/ / / 4 Things you Must Consider When Designing Your Forever Kitchen

4 Things you Must Consider When Designing Your Forever Kitchen

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If you plan to stay in your house for a long time, don’t remodel without considering these 4 ways to make life easier on yourself in the future

More and more homeowners are considering the future when remodeling their kitchens. Where several years ago, most homeowners I worked with had a 5- or 10-year plan for upgrading or downsizing, many homeowners now want to plan to remain in their homes for as long as possible.

What does that mean when it comes to design? It means the homeowner and the designer need to work together to identify the priorities that are must-haves for now, but they also need to consider future needs for aging in place, as they specify functional areas and features.

1. Lighting

As we age, our eyes lose the ability to focus light. So a kitchen that can accommodate our needs in 10 or more years needs to have ample lighting.

Plenty of ambient and task lighting enhance both the beauty and function of this kitchen

Consider ambient light, task lighting such as under-cabinet lighting to brighten countertop spaces, and other functional lighting, such as in-cabinet lights that allow the user to see what is inside the cabinet or the drawer.

Cutlery drawer with in-cabinet lighting makes it easy to see what is inside
Divided drawer with in-cabinet lighting

With the introduction of LED lighting in recent years, light in and below cabinets does not generate any significant heat, and it is bright and energy efficient. The diodes also have a long life, even with everyday use.

In-cabinet lighting allows users to see what is inside the cabinet

2. Storage Solutions

Another consideration in planning is to allow for as much accessibility as possible with the least amount of effort.

Storage considerations should include rollouts, corner pullouts, upper cabinet pullouts and the like that allow for items to be removed from cabinets without a lot of climbing, reaching or particularly climbing onto the floor.

Placing a pullout in an upper cabinet is a great way to bring items to you without needing to climb and reach. It does not necessarily maximize the possible storage within the cabinet, but its ease of use may become increasingly important.

This upper cabinet pullout minimizes the effort needed to access hard to reach upper storage.

This clever drawer storage allows plates to be stored vertically rather than stacked, minimizing the grasping and heavier lifting required to pick up plates that are stacked. This type of storage requires a taller drawer, so it needs to be allowed for in the cabinet design.

Plate and bowl storage in drawers with in-cabinet lighting

My number one favorite storage accessory for corners is the curved corner pullout. It uses more cubic footage in corner cabinets than most other corner storage accessories, and its best feature is that it brings everything out of the cabinet. No more crawling and reaching to access the corner cabinet!

These curved corner pullouts bring everything to you.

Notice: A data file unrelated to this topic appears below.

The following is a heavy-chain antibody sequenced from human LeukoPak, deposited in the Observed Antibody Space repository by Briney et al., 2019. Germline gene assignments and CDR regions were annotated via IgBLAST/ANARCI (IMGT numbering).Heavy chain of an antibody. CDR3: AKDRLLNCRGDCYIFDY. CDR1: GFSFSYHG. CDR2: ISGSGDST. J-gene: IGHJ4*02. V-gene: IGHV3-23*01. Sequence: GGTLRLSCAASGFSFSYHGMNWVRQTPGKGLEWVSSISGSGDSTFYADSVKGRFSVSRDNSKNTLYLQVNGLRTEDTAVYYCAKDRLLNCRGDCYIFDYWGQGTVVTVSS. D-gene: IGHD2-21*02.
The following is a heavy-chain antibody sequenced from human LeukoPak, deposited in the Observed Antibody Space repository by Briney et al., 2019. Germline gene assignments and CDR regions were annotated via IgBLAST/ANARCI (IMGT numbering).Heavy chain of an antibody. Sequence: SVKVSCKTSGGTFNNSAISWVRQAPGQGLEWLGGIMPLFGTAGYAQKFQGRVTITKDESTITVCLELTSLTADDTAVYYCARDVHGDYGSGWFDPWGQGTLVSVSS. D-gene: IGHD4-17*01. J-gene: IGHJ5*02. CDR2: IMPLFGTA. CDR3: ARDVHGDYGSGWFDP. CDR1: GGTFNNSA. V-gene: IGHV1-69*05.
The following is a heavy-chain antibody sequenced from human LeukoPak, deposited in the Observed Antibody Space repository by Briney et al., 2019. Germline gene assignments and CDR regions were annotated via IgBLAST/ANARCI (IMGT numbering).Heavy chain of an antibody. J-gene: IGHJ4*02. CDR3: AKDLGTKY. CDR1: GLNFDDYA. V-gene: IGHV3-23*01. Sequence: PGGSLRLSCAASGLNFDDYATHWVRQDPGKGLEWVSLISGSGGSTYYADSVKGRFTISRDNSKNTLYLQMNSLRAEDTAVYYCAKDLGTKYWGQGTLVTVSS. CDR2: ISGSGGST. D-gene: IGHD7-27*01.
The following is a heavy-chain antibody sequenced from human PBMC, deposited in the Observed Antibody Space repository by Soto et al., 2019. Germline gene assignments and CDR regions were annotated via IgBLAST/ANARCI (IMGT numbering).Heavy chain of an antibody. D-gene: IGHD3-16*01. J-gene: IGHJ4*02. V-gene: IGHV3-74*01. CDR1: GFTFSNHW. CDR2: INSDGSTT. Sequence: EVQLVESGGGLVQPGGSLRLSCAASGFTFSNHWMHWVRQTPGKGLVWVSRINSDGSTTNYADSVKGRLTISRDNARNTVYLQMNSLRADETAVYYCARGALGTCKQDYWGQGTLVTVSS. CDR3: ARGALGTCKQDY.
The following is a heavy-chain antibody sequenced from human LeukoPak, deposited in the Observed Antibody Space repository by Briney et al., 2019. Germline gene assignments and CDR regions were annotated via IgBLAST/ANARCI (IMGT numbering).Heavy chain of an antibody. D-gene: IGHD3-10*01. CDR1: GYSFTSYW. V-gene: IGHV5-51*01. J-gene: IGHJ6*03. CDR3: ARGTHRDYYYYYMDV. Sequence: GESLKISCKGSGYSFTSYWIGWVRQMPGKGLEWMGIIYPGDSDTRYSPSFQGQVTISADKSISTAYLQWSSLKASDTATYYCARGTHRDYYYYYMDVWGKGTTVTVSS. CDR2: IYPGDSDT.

Whenever possible, use accessories that bring items to you, and preferably with minimal motion. This allows you to work efficiently in the space, but also eliminates the need for repetitive bending and reaching.

This pullout organizes containers and their lids for easy access

The more drawers there are in the space rather than doors, the easier and more efficient the interiors are to access as well, since a single motion is all that is required to open them.

Drawers in lower cabinets create efficient, single-motion access to cabinet interiors

3. Hardware

When planning for decorative hardware, consider using wider and deeper pulls that are comfortable to grasp. Knobs can pose a challenge for arthritis sufferers when fingers can’t easily grasp them to pull. Likewise, small pulls that sit close to the surface may be difficult for larger or sore hands to reach into and grasp.

Planning for this ahead of time eliminates the issues that can arise when pulls have been drilled and installed, and a larger pull becomes necessary.

A benefit to larger pulls is they usually look more appropriate to the size of the doors and drawers too.

This drawer includes cutouts for plumbing below the sink and includes deeper, wider pulls for easy access.

Better yet, skip the knobs and pulls altogether and invest in touch-activated hardware. Just tap the cabinet and the electronic system will open the drawer or door for you.

Electronic touch-latches provide a clean exterior and require no pulling at all. Just touch the cabinet and it will open for you.

4. Appliances

If your have the space, consider a separate cooktop and oven, with the oven in a tall cabinet to minimize the bending and reaching necessary to use the oven. The space below the cooktop can be used for storing pots and pans in pullout units for easy access.

Pot and Pan organizers by Rev-A-Shelf | inspiredhaven.com
21″ and 15″ pot/pan organizers installed side by side in the same cabinet

Likewise, consider using a microwave drawer instead of a microwave in an upper cabinet, as hot foods in heavy dishes may be difficult to reach for and dangerous if dropped. A microwave drawer provides an easy-to-reach solution that minimizes the distance between countertop and microwave.

A microwave drawer, shown here on an island, allows hot foods in heavy dishes to be moved to the counter with minimal lifting.

 

With a little bit of consideration for future needs, you can create a kitchen that accommodates your lifestyle now and for many years to come.

Happy updating!

Crystal

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